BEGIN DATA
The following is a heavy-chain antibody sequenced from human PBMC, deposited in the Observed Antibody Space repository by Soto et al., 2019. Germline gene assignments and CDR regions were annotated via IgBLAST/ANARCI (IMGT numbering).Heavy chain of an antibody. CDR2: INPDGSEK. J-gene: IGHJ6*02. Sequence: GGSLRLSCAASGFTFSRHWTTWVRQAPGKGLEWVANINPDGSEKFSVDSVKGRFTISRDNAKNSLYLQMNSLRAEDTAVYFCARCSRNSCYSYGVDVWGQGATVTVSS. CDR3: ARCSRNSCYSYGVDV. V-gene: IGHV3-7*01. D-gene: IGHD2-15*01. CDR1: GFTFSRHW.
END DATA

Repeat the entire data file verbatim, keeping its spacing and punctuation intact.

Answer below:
The following is a heavy-chain antibody sequenced from human PBMC, deposited in the Observed Antibody Space repository by Soto et al., 2019. Germline gene assignments and CDR regions were annotated via IgBLAST/ANARCI (IMGT numbering).Heavy chain of an antibody. CDR2: INPDGSEK. J-gene: IGHJ6*02. Sequence: GGSLRLSCAASGFTFSRHWTTWVRQAPGKGLEWVANINPDGSEKFSVDSVKGRFTISRDNAKNSLYLQMNSLRAEDTAVYFCARCSRNSCYSYGVDVWGQGATVTVSS. CDR3: ARCSRNSCYSYGVDV. V-gene: IGHV3-7*01. D-gene: IGHD2-15*01. CDR1: GFTFSRHW.